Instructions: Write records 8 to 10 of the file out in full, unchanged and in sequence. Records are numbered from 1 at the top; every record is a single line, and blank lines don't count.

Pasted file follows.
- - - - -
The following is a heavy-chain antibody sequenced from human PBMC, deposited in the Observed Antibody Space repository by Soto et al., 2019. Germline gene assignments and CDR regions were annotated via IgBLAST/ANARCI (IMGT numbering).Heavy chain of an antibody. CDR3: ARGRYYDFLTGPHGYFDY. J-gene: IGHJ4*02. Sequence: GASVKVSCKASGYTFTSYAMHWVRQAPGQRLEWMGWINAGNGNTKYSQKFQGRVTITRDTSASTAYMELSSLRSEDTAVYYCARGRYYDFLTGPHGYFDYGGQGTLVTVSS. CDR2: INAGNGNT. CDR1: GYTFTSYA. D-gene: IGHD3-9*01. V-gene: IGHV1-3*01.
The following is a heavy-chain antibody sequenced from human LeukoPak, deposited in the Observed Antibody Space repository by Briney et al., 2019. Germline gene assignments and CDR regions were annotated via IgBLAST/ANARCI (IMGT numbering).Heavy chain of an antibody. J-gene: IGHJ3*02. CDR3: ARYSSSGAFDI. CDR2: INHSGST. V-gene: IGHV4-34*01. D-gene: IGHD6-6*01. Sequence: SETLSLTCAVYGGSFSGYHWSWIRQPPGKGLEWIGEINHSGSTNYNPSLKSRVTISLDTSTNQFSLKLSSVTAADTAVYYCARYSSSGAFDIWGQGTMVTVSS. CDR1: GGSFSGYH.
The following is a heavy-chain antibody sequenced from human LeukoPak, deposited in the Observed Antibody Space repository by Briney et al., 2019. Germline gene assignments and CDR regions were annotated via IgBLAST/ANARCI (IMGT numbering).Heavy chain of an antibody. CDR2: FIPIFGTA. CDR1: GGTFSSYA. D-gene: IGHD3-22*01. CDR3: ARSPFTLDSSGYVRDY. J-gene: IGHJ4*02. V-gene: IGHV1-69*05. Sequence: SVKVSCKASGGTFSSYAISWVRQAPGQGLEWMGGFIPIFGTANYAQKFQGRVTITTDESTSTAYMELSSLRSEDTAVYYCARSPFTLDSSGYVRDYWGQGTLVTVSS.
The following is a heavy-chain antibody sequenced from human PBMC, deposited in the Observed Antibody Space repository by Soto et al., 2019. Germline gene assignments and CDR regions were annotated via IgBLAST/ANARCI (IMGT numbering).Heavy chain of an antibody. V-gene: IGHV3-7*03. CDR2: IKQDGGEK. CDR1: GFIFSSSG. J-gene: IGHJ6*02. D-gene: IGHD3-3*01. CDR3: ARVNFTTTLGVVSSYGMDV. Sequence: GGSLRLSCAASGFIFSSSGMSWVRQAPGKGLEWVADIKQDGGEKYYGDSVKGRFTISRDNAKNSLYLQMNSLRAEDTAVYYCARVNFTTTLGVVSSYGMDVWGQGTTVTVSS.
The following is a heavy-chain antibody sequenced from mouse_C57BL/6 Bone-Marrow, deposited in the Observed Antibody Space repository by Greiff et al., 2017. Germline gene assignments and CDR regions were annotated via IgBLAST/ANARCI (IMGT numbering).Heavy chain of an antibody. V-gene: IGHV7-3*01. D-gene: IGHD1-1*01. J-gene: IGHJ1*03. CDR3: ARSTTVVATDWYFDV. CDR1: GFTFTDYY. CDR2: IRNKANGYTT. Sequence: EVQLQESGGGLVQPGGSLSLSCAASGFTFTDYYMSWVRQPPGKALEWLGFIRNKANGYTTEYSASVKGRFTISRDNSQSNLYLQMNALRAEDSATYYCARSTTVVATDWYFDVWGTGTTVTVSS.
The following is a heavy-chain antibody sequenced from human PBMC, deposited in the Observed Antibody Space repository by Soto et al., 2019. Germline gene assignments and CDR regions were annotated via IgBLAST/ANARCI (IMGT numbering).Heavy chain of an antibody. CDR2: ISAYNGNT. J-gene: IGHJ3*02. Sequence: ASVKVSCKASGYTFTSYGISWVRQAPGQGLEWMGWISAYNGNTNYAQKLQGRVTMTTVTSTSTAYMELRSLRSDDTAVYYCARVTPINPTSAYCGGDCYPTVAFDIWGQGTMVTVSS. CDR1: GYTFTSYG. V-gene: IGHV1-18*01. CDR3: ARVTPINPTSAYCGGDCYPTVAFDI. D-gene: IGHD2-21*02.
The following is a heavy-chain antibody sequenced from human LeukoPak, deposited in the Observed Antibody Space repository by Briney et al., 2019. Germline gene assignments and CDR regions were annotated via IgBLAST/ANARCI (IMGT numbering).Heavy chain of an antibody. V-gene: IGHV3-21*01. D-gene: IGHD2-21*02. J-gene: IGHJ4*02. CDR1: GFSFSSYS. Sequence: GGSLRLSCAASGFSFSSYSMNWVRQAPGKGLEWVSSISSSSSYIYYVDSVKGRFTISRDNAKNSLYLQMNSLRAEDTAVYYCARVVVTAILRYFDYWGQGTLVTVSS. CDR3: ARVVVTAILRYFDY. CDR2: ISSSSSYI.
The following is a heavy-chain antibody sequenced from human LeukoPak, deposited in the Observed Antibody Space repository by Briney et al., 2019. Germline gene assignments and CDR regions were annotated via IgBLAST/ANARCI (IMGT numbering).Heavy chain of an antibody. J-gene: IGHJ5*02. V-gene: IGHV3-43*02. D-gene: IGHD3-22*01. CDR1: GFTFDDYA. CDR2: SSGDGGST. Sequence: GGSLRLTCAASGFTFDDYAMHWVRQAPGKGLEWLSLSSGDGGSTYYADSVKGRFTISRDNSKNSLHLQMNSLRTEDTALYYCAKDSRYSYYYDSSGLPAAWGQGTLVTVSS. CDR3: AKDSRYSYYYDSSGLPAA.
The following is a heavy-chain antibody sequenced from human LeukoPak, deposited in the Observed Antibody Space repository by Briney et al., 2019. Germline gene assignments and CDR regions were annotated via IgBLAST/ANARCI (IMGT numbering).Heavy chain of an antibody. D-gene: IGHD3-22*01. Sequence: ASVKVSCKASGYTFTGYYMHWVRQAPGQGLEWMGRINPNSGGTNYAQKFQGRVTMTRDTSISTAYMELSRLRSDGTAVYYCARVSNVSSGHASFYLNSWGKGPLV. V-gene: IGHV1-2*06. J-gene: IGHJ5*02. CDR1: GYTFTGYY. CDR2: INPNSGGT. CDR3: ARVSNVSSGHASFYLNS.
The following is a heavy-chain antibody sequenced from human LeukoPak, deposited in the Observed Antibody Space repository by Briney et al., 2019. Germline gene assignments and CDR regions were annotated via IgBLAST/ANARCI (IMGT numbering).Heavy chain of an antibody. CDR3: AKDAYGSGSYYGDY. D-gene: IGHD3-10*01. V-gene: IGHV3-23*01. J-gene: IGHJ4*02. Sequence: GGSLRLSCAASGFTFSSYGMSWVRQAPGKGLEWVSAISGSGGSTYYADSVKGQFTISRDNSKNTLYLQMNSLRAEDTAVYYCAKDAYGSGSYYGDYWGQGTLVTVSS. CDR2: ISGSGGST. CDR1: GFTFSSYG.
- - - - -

The following is a heavy-chain antibody sequenced from human LeukoPak, deposited in the Observed Antibody Space repository by Briney et al., 2019. Germline gene assignments and CDR regions were annotated via IgBLAST/ANARCI (IMGT numbering).Heavy chain of an antibody. J-gene: IGHJ5*02. V-gene: IGHV3-43*02. D-gene: IGHD3-22*01. CDR1: GFTFDDYA. CDR2: SSGDGGST. Sequence: GGSLRLTCAASGFTFDDYAMHWVRQAPGKGLEWLSLSSGDGGSTYYADSVKGRFTISRDNSKNSLHLQMNSLRTEDTALYYCAKDSRYSYYYDSSGLPAAWGQGTLVTVSS. CDR3: AKDSRYSYYYDSSGLPAA.
The following is a heavy-chain antibody sequenced from human LeukoPak, deposited in the Observed Antibody Space repository by Briney et al., 2019. Germline gene assignments and CDR regions were annotated via IgBLAST/ANARCI (IMGT numbering).Heavy chain of an antibody. D-gene: IGHD3-22*01. Sequence: ASVKVSCKASGYTFTGYYMHWVRQAPGQGLEWMGRINPNSGGTNYAQKFQGRVTMTRDTSISTAYMELSRLRSDGTAVYYCARVSNVSSGHASFYLNSWGKGPLV. V-gene: IGHV1-2*06. J-gene: IGHJ5*02. CDR1: GYTFTGYY. CDR2: INPNSGGT. CDR3: ARVSNVSSGHASFYLNS.
The following is a heavy-chain antibody sequenced from human LeukoPak, deposited in the Observed Antibody Space repository by Briney et al., 2019. Germline gene assignments and CDR regions were annotated via IgBLAST/ANARCI (IMGT numbering).Heavy chain of an antibody. CDR3: AKDAYGSGSYYGDY. D-gene: IGHD3-10*01. V-gene: IGHV3-23*01. J-gene: IGHJ4*02. Sequence: GGSLRLSCAASGFTFSSYGMSWVRQAPGKGLEWVSAISGSGGSTYYADSVKGQFTISRDNSKNTLYLQMNSLRAEDTAVYYCAKDAYGSGSYYGDYWGQGTLVTVSS. CDR2: ISGSGGST. CDR1: GFTFSSYG.